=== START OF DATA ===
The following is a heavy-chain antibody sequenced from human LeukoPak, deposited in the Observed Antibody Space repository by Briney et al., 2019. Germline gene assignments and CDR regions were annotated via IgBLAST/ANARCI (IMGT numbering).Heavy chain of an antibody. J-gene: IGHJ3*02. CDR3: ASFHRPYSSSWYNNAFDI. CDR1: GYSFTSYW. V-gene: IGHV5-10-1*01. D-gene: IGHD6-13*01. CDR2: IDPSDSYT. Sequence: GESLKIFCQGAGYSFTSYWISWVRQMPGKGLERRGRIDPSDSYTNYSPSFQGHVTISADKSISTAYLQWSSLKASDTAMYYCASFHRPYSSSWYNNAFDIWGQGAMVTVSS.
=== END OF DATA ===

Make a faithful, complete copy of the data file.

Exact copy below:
The following is a heavy-chain antibody sequenced from human LeukoPak, deposited in the Observed Antibody Space repository by Briney et al., 2019. Germline gene assignments and CDR regions were annotated via IgBLAST/ANARCI (IMGT numbering).Heavy chain of an antibody. J-gene: IGHJ3*02. CDR3: ASFHRPYSSSWYNNAFDI. CDR1: GYSFTSYW. V-gene: IGHV5-10-1*01. D-gene: IGHD6-13*01. CDR2: IDPSDSYT. Sequence: GESLKIFCQGAGYSFTSYWISWVRQMPGKGLERRGRIDPSDSYTNYSPSFQGHVTISADKSISTAYLQWSSLKASDTAMYYCASFHRPYSSSWYNNAFDIWGQGAMVTVSS.